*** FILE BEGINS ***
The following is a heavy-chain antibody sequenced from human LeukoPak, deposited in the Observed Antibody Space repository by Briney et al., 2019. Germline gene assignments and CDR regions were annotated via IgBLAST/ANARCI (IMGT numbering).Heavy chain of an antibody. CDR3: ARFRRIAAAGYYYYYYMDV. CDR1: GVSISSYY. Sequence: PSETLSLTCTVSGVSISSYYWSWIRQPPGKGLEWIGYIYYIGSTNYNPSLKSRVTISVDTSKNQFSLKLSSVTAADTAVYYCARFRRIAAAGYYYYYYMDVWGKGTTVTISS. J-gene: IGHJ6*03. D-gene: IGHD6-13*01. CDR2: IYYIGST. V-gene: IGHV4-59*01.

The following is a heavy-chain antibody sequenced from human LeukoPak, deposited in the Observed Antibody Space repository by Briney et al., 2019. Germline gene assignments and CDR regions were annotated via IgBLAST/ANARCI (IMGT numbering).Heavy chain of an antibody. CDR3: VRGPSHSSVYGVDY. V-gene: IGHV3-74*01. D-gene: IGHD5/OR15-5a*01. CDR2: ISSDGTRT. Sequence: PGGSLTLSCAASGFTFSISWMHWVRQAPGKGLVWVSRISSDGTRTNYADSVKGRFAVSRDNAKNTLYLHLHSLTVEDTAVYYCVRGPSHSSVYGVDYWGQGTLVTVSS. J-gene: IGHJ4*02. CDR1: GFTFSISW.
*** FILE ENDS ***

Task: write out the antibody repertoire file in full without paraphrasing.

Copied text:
The following is a heavy-chain antibody sequenced from human LeukoPak, deposited in the Observed Antibody Space repository by Briney et al., 2019. Germline gene assignments and CDR regions were annotated via IgBLAST/ANARCI (IMGT numbering).Heavy chain of an antibody. CDR3: ARFRRIAAAGYYYYYYMDV. CDR1: GVSISSYY. Sequence: PSETLSLTCTVSGVSISSYYWSWIRQPPGKGLEWIGYIYYIGSTNYNPSLKSRVTISVDTSKNQFSLKLSSVTAADTAVYYCARFRRIAAAGYYYYYYMDVWGKGTTVTISS. J-gene: IGHJ6*03. D-gene: IGHD6-13*01. CDR2: IYYIGST. V-gene: IGHV4-59*01.

The following is a heavy-chain antibody sequenced from human LeukoPak, deposited in the Observed Antibody Space repository by Briney et al., 2019. Germline gene assignments and CDR regions were annotated via IgBLAST/ANARCI (IMGT numbering).Heavy chain of an antibody. CDR3: VRGPSHSSVYGVDY. V-gene: IGHV3-74*01. D-gene: IGHD5/OR15-5a*01. CDR2: ISSDGTRT. Sequence: PGGSLTLSCAASGFTFSISWMHWVRQAPGKGLVWVSRISSDGTRTNYADSVKGRFAVSRDNAKNTLYLHLHSLTVEDTAVYYCVRGPSHSSVYGVDYWGQGTLVTVSS. J-gene: IGHJ4*02. CDR1: GFTFSISW.